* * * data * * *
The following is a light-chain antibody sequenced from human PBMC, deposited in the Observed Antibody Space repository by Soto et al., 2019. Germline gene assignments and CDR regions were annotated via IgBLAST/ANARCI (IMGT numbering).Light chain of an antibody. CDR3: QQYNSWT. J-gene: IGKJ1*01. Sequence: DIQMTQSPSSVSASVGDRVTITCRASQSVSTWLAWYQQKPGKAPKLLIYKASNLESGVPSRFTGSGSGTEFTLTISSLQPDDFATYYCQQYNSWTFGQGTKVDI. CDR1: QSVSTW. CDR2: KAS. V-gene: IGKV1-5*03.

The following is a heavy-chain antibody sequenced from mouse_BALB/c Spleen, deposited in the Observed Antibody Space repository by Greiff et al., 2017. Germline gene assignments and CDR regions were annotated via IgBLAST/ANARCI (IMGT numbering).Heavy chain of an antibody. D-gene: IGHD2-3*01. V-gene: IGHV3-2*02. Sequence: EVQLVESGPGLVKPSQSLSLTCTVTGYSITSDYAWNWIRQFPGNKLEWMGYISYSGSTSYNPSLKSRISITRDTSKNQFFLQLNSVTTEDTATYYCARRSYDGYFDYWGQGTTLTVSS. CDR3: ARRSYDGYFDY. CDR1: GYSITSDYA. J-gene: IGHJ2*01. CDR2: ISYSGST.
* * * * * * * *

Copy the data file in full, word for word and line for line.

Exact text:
The following is a light-chain antibody sequenced from human PBMC, deposited in the Observed Antibody Space repository by Soto et al., 2019. Germline gene assignments and CDR regions were annotated via IgBLAST/ANARCI (IMGT numbering).Light chain of an antibody. CDR3: QQYNSWT. J-gene: IGKJ1*01. Sequence: DIQMTQSPSSVSASVGDRVTITCRASQSVSTWLAWYQQKPGKAPKLLIYKASNLESGVPSRFTGSGSGTEFTLTISSLQPDDFATYYCQQYNSWTFGQGTKVDI. CDR1: QSVSTW. CDR2: KAS. V-gene: IGKV1-5*03.

The following is a heavy-chain antibody sequenced from mouse_BALB/c Spleen, deposited in the Observed Antibody Space repository by Greiff et al., 2017. Germline gene assignments and CDR regions were annotated via IgBLAST/ANARCI (IMGT numbering).Heavy chain of an antibody. D-gene: IGHD2-3*01. V-gene: IGHV3-2*02. Sequence: EVQLVESGPGLVKPSQSLSLTCTVTGYSITSDYAWNWIRQFPGNKLEWMGYISYSGSTSYNPSLKSRISITRDTSKNQFFLQLNSVTTEDTATYYCARRSYDGYFDYWGQGTTLTVSS. CDR3: ARRSYDGYFDY. CDR1: GYSITSDYA. J-gene: IGHJ2*01. CDR2: ISYSGST.